Go to any jukebox in any bar in America and there’s guaranteed to be some Heart song in rotation. But surprisingly, the band didn’t start its meteoric rise at home.
Heart first started seeing success in Canada after leader singer Ann Wilson followed her boyfriend Mike Fisher -- who was trying to escape the Vietnam War draft -- across the border.
According to Wilson, with whom I spoke over the phone last week, “One thing led to another and we got someone to record us up there. It was good, because there was an indie label who took a chance on us.”
It really was good, because they would soon produce classic rock hits like “Barracuda,” “Crazy on You,” “Alone” and “What About Love,” which would all permeate the American pop rock consciousness for decades to come.
If Eddie Vedder’s life story is any indication, there’s just something about the San Diego to Seattle migration that leaves an indelible mark on musicians and their place in music history. Wilson was born a San Diego Navy brat, but her family resettled in Seattle in the 1960s. Canada was just a short leap from there.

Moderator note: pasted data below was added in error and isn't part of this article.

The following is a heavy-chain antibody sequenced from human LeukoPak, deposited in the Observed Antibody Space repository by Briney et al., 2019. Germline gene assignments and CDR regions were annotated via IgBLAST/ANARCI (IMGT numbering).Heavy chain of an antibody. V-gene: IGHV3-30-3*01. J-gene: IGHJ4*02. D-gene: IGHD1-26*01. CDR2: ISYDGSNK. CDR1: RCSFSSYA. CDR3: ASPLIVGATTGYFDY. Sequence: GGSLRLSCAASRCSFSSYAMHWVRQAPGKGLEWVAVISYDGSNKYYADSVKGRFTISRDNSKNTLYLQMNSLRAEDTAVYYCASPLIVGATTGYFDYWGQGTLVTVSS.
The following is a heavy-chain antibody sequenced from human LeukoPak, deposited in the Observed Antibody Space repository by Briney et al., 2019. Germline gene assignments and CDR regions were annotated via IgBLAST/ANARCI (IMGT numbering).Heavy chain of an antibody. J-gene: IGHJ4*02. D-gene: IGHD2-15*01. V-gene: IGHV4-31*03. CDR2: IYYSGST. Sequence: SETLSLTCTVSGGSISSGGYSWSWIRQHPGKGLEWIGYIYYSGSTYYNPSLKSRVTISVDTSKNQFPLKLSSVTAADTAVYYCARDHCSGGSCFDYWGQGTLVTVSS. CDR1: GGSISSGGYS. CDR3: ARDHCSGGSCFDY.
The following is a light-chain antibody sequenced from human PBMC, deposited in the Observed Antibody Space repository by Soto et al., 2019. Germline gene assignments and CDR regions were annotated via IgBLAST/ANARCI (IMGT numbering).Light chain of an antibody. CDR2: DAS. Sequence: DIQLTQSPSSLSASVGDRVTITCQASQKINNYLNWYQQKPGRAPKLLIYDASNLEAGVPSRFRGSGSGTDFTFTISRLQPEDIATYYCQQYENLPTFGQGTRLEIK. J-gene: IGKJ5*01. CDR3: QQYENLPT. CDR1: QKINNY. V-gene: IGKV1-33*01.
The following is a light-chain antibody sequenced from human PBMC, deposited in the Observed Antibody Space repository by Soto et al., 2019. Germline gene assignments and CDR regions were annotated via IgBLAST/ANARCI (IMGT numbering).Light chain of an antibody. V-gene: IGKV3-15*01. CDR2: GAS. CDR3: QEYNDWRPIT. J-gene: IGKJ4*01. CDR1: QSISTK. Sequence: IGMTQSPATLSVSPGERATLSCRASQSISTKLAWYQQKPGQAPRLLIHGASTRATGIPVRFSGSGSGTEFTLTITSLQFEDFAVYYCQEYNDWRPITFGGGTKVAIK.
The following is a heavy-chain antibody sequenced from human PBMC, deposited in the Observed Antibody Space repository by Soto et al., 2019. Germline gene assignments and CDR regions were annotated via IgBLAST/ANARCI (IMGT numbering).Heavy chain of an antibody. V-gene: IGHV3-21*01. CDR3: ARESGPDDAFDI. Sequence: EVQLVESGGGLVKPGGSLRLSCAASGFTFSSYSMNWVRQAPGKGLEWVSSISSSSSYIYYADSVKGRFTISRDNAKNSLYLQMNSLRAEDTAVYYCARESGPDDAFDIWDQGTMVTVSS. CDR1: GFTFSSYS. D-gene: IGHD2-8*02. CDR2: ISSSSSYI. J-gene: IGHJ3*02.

“I lived there [in San Diego] for about two years, and I don’t go back there that often except when we come to play. The weather’s just about perfect, and culturally it’s far superior to Los Angeles,” Wilson said of America’s Finest City.
While Heart may be on hiatus for the time being, that hasn’t slowed Wilson down any, who told me, “I’m probably more inspired now, because during the heydey all you have time to do is do press and ride around and do concerts. There’s not much time to write something original.”
So, though she has a soft spot for covers because “a good song is a good song,” she’s continuing to write, record and perform her own songs under her own name -- whether that be the Ann Wilson Thing or Ann Wilson of Heart.
When she comes to the Belly Up on Sunday, May 21, it will be like “the Ann Wilson Thing on super steroids with a full video program for every song. It’s a two hour show with four re-envisioned Heart songs, some new originals and some really fantastic covers,” Wilson revealed.
This is a chance to witness not only a slice of rock & roll history but also a slice of San Diego history. Get tickets here.
Rutger Rosenborg was almost a Stanford neuroscientist before he formed Ed Ghost Tucker. He now plays in the Lulls and makes music on his own when he's not writing. Follow his updates on Facebook or contact him directly.